WaitForInputIdle function waits for a process to finish its initialization, which is determined when it reaches a state where it is just sitting around waiting for messages.
The documentation for
WaitForInputIdle doesn’t even get around to the initialization part until the Remarks section. If all you read is the one-sentence summary, Waits until the specified process is waiting for user input with no input pending, or until the time-out interval has elapsed, it would not be unreasonable for you to conclude that a process goes into and out of the input idle state each time it processes a message. But no, it’s a one-time transition.
If you call
WaitForInputIdle on a process which had previously gone input idle, but is now busy and not processing pending input messages, the function will still return immediately, because
WaitForInputIdle only checks whether the process has gone input idle at all and not whether it is input idle right now.
As the Remarks section notes, the purpose of the
WaitForInputIdle function is for a process to determine whether another process (which is recently launched) has reached a state where it is okay to send that process messages. This is important to know when the form of communication between two processes is a message-based mechanism, and the two processes otherwise have no real way of knowing what the other is doing. (If the two processes had been written by the same author, then you could come up with some more expressive interface for the two to communicate through, one which avoids the need for one process to guess when the other one is ready.) The specific scenario that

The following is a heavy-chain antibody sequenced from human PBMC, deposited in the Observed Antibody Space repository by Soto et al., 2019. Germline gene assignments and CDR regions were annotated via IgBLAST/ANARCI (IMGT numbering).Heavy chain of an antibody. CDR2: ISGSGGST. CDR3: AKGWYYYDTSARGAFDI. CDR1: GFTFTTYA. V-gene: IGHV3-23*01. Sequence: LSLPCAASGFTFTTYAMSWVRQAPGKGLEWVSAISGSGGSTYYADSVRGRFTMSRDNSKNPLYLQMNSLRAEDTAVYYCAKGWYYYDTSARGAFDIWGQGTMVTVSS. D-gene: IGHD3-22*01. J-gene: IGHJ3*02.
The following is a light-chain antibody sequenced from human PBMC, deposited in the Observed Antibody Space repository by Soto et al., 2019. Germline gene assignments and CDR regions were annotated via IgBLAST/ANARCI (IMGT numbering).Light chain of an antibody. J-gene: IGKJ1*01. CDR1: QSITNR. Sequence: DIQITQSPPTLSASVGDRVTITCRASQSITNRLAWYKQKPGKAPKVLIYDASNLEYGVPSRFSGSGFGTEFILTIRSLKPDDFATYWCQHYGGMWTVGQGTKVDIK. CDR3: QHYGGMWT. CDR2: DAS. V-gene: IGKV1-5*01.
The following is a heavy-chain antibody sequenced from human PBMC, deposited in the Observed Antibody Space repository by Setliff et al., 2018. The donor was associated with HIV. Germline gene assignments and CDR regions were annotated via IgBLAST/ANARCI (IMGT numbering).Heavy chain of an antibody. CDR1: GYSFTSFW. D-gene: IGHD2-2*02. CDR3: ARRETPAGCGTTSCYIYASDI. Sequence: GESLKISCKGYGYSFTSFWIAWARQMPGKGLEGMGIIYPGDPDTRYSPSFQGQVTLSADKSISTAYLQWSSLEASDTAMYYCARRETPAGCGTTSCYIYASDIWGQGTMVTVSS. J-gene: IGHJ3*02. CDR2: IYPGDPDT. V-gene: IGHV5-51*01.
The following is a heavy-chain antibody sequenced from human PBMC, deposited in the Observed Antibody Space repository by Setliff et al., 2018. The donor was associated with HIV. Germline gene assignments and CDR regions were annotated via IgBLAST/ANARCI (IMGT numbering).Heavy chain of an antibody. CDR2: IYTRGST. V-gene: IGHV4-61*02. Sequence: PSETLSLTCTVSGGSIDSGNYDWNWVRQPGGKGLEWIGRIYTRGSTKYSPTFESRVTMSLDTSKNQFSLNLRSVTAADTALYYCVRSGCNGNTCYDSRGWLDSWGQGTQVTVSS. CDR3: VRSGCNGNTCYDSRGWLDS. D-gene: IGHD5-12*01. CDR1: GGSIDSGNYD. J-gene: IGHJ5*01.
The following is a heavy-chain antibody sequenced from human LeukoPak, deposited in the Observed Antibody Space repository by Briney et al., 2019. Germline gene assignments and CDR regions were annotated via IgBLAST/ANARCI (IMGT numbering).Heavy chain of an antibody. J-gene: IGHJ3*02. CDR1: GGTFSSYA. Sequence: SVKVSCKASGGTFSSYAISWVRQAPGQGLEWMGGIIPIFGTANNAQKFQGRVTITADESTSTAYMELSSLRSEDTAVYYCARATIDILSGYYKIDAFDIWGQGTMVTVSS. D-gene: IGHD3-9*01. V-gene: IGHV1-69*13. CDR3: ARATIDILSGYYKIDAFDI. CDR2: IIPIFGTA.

WaitForInputIdle was created to address is DDE.
Back in the old 16-bit days, you didn’t need a
WaitForInputIdle function, because scheduling was co-operative. You know that the other process was sitting idle, because if it were busy, your code wouldn’t be running in the first place. It’s like waiting for the talking stick to be handed to you so that you can ask the question, “Are you ready to give up the talking stick?” The
WaitForInputIdle function assisted in the porting of these 16-bit applications by allowing a process to wait and simulate the “Wait for the other person to stop talking” operation which had previously been implicit in a co-operative system.
What would it mean for
WaitForInputIdle to wait on a program that has already completed its initialization, when the program has multiple threads? Suppose one thread is sitting around waiting for messages, but another is busy and still has unprocessed input messages. Would a call to this
WaitForInputIdleAgain function wait, or should it return immediately? According to the description, it would return immediately, because there is a thread in the process which is “waiting for user input with no input pending.” So even if
WaitForInputIdle worked like this imaginary
WaitForInputIdleAgain function, it still wouldn’t help you, because it wouldn’t actually wait in cases where you probably wanted it to.
Actually, the above analysis applies to
WaitForInputIdle as well; we’ll pick up this discussion next time.